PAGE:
And that there may be no place for doubting, the Apostle subjoins a twofold explanation. First he tells us what baptism is not, then what it is and what it bestows. It is not the putting away of the filth of the flesh. Were this all, it would avail no more than the cardinal ordinances (with meats and drinks and divers washings) which were imposed of old until a time of reformation. Through them the way into the holy place was not made manifest, nor could be. True baptism is the interrogation of a good conscience toward God, through the resurrection of Jesus Christ. This is a spiritual purification, wrought through the might of Christ's resurrection. And the Apostle describes it by the effect which it produces in the144 religious condition and attitude of him who has experienced it. The sinner who loves his sin dare not question his conscience. That witness would pronounce for his condemnation. So he finds it best to lull it to sleep, or perhaps deaden it altogether. But to him who, being risen with Christ in faith, seeks those things that are above, who strives to make himself spiritually purer day by day, there is no such dread. Rather by constant questioning and self-examination he labours that his conscience may be void of offence towards God and man. That man not only dares, but knows it to be a most solemn duty, thus to purge his conscience. So the effect of baptism is daily felt, and the questioned soul thankfully bears witness to the active presence of the Spirit, for the bestowal of which the Sacrament was the primal pledge.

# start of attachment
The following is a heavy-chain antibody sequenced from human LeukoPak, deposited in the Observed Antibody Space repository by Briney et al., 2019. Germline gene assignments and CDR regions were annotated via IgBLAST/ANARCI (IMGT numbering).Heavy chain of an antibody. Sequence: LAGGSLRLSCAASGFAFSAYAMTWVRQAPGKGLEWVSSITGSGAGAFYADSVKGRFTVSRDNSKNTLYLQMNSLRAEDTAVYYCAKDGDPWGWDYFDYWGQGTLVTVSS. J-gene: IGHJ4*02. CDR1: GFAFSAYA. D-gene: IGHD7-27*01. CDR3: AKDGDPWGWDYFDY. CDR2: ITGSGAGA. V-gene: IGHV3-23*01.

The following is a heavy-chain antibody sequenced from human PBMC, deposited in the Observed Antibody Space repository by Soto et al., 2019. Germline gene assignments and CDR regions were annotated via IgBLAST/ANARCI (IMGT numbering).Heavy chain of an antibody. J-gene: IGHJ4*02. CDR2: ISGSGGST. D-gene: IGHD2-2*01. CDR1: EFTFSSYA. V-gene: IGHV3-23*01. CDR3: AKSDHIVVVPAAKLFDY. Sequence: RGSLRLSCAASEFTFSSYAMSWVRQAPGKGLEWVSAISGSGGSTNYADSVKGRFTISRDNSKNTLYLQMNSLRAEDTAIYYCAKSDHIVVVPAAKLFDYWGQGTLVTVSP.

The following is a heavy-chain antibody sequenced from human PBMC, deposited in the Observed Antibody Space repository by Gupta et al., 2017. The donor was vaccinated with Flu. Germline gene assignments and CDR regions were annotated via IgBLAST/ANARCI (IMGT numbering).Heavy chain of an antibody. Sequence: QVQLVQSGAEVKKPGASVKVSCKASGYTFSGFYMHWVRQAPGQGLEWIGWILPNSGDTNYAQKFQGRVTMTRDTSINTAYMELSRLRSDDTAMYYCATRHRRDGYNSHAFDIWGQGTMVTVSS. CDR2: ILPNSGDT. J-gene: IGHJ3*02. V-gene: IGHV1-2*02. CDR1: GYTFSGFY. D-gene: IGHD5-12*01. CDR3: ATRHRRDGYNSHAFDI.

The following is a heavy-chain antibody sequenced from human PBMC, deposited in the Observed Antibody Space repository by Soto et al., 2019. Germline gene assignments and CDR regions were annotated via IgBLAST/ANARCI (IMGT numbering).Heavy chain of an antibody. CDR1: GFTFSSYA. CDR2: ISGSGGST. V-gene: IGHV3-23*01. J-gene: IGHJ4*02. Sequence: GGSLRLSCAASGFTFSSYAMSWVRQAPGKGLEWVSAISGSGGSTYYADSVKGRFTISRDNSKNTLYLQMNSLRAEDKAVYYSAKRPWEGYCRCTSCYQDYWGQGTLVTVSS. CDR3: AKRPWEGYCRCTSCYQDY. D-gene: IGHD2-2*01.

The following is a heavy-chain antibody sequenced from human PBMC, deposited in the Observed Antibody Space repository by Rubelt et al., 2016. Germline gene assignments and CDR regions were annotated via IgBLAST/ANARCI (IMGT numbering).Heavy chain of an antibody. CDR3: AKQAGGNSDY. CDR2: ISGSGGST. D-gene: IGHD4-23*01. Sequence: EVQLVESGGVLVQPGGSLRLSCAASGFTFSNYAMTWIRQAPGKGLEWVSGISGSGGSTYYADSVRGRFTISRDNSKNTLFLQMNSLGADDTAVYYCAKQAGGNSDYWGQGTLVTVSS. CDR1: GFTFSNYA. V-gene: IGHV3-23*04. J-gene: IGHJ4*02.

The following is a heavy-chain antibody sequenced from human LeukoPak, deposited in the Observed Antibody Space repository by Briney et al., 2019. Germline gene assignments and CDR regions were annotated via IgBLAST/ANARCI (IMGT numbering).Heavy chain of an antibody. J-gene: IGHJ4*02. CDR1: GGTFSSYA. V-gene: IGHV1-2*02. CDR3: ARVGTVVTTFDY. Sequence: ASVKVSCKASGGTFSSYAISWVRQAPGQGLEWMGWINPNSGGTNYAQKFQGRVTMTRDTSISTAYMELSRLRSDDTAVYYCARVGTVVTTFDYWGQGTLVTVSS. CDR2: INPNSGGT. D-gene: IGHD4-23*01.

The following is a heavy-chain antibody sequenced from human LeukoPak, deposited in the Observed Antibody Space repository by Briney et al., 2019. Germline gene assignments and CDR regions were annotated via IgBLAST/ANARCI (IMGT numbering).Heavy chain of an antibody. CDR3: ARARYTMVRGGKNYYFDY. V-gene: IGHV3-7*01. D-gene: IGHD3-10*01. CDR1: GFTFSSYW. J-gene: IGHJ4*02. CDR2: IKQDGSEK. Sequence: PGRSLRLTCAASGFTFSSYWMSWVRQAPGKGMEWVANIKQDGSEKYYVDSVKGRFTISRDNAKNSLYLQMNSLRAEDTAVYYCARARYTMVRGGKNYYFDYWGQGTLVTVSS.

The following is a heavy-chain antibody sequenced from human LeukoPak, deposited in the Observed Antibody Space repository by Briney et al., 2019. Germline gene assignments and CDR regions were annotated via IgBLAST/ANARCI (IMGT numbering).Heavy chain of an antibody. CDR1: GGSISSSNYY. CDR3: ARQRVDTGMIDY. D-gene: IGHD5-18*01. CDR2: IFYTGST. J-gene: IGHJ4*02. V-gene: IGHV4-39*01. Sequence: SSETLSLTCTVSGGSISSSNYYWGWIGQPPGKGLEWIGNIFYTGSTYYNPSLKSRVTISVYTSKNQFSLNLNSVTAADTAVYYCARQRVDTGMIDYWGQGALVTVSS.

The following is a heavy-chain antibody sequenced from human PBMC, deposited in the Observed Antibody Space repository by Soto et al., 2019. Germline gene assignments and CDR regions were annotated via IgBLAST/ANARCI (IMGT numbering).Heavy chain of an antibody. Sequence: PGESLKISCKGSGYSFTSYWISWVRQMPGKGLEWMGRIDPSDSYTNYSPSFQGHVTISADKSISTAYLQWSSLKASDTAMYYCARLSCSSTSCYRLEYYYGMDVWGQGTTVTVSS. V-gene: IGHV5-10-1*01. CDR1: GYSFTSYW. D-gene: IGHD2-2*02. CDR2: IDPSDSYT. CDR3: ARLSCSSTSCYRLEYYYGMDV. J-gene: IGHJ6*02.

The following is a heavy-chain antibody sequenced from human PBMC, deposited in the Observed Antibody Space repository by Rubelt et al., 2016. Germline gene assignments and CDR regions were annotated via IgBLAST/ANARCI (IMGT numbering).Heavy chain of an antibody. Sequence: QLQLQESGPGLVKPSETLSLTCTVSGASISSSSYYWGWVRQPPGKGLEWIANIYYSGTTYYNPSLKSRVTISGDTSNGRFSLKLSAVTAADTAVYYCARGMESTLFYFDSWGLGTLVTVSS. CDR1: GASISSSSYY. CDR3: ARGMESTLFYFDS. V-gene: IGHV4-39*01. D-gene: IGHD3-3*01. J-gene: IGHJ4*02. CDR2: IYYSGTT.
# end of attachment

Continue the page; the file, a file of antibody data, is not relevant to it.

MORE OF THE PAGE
Others have rendered ἐπερώτημα "an appeal," and have joined it very closely with the words toward God. These have found in the Apostle's explanation the recognition of that power to draw nigh unto God which the purified conscience both feels, and feels the need of. There are daily stumblings, the constant want of help; and through Christ's resurrection the way is opened, a new and living way, into the holiest, and the power is granted of appealing unto God, while the sense of baptismal grace already bestowed gives confidence and certainty that our petitions will be granted.